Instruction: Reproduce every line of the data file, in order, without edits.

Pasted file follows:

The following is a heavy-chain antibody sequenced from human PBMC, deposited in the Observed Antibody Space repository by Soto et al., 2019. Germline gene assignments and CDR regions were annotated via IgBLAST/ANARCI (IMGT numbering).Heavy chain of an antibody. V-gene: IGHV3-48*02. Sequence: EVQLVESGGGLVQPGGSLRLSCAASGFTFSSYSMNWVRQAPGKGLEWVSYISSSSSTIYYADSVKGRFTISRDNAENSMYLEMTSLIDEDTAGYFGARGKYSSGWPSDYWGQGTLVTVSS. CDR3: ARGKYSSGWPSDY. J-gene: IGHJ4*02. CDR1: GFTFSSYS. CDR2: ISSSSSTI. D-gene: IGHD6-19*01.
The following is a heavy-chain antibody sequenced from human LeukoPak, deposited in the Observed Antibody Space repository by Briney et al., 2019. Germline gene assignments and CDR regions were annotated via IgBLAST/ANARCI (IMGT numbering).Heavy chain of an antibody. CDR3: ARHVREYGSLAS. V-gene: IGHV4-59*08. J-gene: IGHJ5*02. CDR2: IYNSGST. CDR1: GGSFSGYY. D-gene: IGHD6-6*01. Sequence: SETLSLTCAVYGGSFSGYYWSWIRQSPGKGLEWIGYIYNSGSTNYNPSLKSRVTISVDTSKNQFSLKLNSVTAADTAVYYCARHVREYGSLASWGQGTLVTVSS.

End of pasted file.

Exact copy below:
The following is a heavy-chain antibody sequenced from human PBMC, deposited in the Observed Antibody Space repository by Soto et al., 2019. Germline gene assignments and CDR regions were annotated via IgBLAST/ANARCI (IMGT numbering).Heavy chain of an antibody. V-gene: IGHV3-48*02. Sequence: EVQLVESGGGLVQPGGSLRLSCAASGFTFSSYSMNWVRQAPGKGLEWVSYISSSSSTIYYADSVKGRFTISRDNAENSMYLEMTSLIDEDTAGYFGARGKYSSGWPSDYWGQGTLVTVSS. CDR3: ARGKYSSGWPSDY. J-gene: IGHJ4*02. CDR1: GFTFSSYS. CDR2: ISSSSSTI. D-gene: IGHD6-19*01.
The following is a heavy-chain antibody sequenced from human LeukoPak, deposited in the Observed Antibody Space repository by Briney et al., 2019. Germline gene assignments and CDR regions were annotated via IgBLAST/ANARCI (IMGT numbering).Heavy chain of an antibody. CDR3: ARHVREYGSLAS. V-gene: IGHV4-59*08. J-gene: IGHJ5*02. CDR2: IYNSGST. CDR1: GGSFSGYY. D-gene: IGHD6-6*01. Sequence: SETLSLTCAVYGGSFSGYYWSWIRQSPGKGLEWIGYIYNSGSTNYNPSLKSRVTISVDTSKNQFSLKLNSVTAADTAVYYCARHVREYGSLASWGQGTLVTVSS.